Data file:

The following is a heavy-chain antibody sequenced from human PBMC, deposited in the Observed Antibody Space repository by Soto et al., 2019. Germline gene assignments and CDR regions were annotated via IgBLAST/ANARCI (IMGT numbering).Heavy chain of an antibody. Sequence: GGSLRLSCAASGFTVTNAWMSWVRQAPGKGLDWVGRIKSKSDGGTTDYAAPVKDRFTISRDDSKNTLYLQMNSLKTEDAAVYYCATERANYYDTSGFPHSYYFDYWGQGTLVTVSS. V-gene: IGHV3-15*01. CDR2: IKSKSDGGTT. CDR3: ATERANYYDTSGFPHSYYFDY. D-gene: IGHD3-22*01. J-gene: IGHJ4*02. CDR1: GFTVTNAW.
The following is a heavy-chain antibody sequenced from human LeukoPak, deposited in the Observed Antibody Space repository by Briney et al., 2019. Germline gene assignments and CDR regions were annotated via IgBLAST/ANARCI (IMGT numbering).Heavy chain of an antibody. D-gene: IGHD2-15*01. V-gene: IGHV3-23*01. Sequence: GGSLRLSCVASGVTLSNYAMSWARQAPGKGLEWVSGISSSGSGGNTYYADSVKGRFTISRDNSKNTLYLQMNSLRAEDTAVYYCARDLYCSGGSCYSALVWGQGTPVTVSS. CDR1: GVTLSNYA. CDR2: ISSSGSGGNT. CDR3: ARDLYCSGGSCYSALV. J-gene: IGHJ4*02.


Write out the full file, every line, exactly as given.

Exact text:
The following is a heavy-chain antibody sequenced from human PBMC, deposited in the Observed Antibody Space repository by Soto et al., 2019. Germline gene assignments and CDR regions were annotated via IgBLAST/ANARCI (IMGT numbering).Heavy chain of an antibody. Sequence: GGSLRLSCAASGFTVTNAWMSWVRQAPGKGLDWVGRIKSKSDGGTTDYAAPVKDRFTISRDDSKNTLYLQMNSLKTEDAAVYYCATERANYYDTSGFPHSYYFDYWGQGTLVTVSS. V-gene: IGHV3-15*01. CDR2: IKSKSDGGTT. CDR3: ATERANYYDTSGFPHSYYFDY. D-gene: IGHD3-22*01. J-gene: IGHJ4*02. CDR1: GFTVTNAW.
The following is a heavy-chain antibody sequenced from human LeukoPak, deposited in the Observed Antibody Space repository by Briney et al., 2019. Germline gene assignments and CDR regions were annotated via IgBLAST/ANARCI (IMGT numbering).Heavy chain of an antibody. D-gene: IGHD2-15*01. V-gene: IGHV3-23*01. Sequence: GGSLRLSCVASGVTLSNYAMSWARQAPGKGLEWVSGISSSGSGGNTYYADSVKGRFTISRDNSKNTLYLQMNSLRAEDTAVYYCARDLYCSGGSCYSALVWGQGTPVTVSS. CDR1: GVTLSNYA. CDR2: ISSSGSGGNT. CDR3: ARDLYCSGGSCYSALV. J-gene: IGHJ4*02.